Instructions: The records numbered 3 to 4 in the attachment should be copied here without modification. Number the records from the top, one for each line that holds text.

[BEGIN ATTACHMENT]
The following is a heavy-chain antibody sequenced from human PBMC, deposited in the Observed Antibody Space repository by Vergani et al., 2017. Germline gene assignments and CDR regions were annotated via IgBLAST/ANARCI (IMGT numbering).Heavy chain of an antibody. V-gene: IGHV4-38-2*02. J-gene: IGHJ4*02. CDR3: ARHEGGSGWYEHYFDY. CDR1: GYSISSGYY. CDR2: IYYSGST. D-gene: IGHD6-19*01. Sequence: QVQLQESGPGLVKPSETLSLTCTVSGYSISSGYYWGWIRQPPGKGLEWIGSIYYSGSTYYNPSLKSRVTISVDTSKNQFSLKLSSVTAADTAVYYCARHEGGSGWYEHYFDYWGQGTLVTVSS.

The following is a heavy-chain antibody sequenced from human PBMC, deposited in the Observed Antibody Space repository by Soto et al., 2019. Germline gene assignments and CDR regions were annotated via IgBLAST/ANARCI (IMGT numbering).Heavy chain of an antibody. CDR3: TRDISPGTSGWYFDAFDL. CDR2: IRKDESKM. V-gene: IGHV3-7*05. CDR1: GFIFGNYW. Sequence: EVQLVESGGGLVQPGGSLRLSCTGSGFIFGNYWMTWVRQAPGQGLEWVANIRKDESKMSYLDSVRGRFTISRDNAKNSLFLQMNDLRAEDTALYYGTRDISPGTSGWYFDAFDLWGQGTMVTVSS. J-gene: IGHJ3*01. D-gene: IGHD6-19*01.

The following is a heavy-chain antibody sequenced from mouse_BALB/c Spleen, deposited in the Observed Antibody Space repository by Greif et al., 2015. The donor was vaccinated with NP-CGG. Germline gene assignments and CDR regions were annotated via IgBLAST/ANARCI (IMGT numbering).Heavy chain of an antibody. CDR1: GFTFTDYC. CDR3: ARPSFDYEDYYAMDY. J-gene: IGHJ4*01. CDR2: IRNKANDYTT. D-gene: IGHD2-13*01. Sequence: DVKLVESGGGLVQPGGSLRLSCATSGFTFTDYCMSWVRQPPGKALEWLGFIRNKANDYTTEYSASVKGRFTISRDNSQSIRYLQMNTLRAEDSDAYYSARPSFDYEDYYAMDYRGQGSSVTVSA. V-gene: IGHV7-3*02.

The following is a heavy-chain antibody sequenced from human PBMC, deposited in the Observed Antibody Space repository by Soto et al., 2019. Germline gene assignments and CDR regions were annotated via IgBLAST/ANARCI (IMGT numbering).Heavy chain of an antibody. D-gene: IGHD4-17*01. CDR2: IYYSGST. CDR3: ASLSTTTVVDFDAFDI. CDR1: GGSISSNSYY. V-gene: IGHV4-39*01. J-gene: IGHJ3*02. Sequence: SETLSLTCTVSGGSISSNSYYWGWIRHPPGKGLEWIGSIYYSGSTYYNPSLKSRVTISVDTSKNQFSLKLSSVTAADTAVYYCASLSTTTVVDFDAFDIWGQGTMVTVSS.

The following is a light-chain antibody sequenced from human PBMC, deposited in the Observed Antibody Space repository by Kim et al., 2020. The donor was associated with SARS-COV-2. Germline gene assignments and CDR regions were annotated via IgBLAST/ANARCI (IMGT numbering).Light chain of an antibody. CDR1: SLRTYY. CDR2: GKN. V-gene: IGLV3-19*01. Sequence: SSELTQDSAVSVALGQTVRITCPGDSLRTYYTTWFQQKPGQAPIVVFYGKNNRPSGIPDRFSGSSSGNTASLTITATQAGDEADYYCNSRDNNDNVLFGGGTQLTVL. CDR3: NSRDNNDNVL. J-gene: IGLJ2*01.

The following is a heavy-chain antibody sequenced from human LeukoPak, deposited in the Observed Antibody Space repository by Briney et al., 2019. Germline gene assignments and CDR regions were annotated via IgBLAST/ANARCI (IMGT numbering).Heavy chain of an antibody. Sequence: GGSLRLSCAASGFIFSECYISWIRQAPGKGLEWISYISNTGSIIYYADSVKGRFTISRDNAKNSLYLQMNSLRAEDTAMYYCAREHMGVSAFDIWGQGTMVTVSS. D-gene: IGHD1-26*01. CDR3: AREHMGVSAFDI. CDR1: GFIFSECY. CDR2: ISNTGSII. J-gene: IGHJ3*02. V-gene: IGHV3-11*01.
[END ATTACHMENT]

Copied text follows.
The following is a heavy-chain antibody sequenced from mouse_BALB/c Spleen, deposited in the Observed Antibody Space repository by Greif et al., 2015. The donor was vaccinated with NP-CGG. Germline gene assignments and CDR regions were annotated via IgBLAST/ANARCI (IMGT numbering).Heavy chain of an antibody. CDR1: GFTFTDYC. CDR3: ARPSFDYEDYYAMDY. J-gene: IGHJ4*01. CDR2: IRNKANDYTT. D-gene: IGHD2-13*01. Sequence: DVKLVESGGGLVQPGGSLRLSCATSGFTFTDYCMSWVRQPPGKALEWLGFIRNKANDYTTEYSASVKGRFTISRDNSQSIRYLQMNTLRAEDSDAYYSARPSFDYEDYYAMDYRGQGSSVTVSA. V-gene: IGHV7-3*02.

The following is a heavy-chain antibody sequenced from human PBMC, deposited in the Observed Antibody Space repository by Soto et al., 2019. Germline gene assignments and CDR regions were annotated via IgBLAST/ANARCI (IMGT numbering).Heavy chain of an antibody. D-gene: IGHD4-17*01. CDR2: IYYSGST. CDR3: ASLSTTTVVDFDAFDI. CDR1: GGSISSNSYY. V-gene: IGHV4-39*01. J-gene: IGHJ3*02. Sequence: SETLSLTCTVSGGSISSNSYYWGWIRHPPGKGLEWIGSIYYSGSTYYNPSLKSRVTISVDTSKNQFSLKLSSVTAADTAVYYCASLSTTTVVDFDAFDIWGQGTMVTVSS.